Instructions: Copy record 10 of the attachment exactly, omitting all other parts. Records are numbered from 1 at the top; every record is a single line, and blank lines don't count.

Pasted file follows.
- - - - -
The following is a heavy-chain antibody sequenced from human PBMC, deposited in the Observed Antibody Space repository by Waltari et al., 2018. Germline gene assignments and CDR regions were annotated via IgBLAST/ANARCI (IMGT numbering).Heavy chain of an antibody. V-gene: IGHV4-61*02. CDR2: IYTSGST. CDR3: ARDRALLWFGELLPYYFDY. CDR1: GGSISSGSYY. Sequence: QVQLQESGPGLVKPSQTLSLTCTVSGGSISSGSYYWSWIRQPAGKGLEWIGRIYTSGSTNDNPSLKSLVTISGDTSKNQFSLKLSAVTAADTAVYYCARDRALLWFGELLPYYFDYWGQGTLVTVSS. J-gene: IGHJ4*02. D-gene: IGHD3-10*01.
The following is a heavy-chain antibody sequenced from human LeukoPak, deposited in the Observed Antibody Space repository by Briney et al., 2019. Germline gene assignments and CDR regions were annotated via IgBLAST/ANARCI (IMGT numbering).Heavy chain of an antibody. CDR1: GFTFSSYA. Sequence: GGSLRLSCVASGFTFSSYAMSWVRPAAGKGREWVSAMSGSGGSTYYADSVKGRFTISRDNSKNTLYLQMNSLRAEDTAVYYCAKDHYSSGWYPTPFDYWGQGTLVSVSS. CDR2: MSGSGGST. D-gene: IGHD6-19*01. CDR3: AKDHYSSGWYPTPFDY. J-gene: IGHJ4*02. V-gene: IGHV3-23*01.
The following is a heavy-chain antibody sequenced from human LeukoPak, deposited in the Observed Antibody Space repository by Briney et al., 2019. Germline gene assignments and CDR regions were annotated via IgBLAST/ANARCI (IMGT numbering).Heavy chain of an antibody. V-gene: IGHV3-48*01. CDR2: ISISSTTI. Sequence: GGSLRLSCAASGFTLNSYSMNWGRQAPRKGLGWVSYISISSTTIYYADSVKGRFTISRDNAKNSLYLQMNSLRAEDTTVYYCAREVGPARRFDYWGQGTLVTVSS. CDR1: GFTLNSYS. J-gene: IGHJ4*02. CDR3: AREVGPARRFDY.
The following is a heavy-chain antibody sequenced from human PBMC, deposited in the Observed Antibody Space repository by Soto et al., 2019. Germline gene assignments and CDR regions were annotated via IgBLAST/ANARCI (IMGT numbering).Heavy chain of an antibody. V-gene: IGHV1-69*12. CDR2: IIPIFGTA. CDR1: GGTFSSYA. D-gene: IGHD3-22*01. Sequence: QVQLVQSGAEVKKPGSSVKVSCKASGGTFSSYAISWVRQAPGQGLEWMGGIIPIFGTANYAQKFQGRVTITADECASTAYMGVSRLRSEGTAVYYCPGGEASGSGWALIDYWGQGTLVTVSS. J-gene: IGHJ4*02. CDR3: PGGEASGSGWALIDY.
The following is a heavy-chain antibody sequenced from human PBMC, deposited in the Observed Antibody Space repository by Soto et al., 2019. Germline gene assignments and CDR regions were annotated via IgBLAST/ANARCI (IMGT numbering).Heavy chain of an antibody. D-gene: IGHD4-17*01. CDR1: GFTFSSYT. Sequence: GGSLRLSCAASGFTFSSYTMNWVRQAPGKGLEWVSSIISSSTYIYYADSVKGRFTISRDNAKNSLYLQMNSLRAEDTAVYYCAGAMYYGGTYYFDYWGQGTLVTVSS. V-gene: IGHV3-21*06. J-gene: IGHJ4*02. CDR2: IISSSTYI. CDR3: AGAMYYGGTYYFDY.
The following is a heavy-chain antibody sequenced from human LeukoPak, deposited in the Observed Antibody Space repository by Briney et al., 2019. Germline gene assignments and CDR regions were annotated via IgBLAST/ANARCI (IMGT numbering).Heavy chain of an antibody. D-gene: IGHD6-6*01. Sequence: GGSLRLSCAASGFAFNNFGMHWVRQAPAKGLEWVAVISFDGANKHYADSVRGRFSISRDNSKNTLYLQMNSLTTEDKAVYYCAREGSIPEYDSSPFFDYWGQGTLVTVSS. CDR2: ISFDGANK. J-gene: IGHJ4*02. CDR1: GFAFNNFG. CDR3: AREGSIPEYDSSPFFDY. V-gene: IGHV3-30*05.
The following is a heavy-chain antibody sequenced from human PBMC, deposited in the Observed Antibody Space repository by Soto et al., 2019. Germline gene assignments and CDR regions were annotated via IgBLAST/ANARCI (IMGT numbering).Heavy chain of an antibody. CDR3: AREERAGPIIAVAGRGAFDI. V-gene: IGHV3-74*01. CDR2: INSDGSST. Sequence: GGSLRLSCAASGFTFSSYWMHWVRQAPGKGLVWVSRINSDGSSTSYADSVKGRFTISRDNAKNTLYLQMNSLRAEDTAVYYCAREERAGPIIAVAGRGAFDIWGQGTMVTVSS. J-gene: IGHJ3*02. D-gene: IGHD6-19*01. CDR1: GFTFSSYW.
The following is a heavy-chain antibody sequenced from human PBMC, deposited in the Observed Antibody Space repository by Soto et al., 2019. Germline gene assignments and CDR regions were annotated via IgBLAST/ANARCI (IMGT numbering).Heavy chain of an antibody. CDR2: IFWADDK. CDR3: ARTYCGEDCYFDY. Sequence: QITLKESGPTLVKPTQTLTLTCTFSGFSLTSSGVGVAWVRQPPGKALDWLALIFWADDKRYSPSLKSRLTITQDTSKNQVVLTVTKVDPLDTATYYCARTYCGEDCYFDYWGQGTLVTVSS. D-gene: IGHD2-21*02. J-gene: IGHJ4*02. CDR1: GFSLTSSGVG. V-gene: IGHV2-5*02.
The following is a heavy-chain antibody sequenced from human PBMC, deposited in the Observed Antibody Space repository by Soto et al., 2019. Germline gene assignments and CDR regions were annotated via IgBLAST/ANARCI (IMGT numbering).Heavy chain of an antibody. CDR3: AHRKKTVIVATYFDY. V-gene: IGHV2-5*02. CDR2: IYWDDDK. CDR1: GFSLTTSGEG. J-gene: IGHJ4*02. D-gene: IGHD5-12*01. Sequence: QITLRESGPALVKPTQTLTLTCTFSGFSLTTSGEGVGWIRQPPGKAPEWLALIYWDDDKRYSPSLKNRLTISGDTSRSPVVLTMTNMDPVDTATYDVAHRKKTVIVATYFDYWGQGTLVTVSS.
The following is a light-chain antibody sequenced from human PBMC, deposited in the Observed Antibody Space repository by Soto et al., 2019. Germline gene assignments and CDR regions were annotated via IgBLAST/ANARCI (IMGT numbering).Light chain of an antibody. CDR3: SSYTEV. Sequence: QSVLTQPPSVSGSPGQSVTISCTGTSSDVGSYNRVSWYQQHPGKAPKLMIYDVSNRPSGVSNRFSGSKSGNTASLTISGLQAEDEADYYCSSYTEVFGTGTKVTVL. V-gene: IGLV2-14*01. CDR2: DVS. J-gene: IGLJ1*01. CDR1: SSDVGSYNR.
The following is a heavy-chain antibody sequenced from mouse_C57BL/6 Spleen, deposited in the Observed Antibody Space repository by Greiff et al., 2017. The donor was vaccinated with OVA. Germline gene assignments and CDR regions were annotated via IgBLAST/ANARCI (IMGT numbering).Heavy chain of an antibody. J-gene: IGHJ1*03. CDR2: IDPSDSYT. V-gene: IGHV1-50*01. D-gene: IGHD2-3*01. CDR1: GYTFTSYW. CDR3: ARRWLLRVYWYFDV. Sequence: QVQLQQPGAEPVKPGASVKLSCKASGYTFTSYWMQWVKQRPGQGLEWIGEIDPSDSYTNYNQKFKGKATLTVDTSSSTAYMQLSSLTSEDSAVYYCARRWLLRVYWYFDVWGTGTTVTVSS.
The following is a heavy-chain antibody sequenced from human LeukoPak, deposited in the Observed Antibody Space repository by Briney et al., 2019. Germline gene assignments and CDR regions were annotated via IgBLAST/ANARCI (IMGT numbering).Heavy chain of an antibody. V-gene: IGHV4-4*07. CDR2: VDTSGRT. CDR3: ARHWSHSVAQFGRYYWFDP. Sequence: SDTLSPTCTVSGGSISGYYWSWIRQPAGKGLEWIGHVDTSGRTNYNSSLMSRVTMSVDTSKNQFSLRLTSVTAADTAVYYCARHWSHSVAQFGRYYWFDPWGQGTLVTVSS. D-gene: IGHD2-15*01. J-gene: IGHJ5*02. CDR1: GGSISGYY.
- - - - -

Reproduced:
The following is a light-chain antibody sequenced from human PBMC, deposited in the Observed Antibody Space repository by Soto et al., 2019. Germline gene assignments and CDR regions were annotated via IgBLAST/ANARCI (IMGT numbering).Light chain of an antibody. CDR3: SSYTEV. Sequence: QSVLTQPPSVSGSPGQSVTISCTGTSSDVGSYNRVSWYQQHPGKAPKLMIYDVSNRPSGVSNRFSGSKSGNTASLTISGLQAEDEADYYCSSYTEVFGTGTKVTVL. V-gene: IGLV2-14*01. CDR2: DVS. J-gene: IGLJ1*01. CDR1: SSDVGSYNR.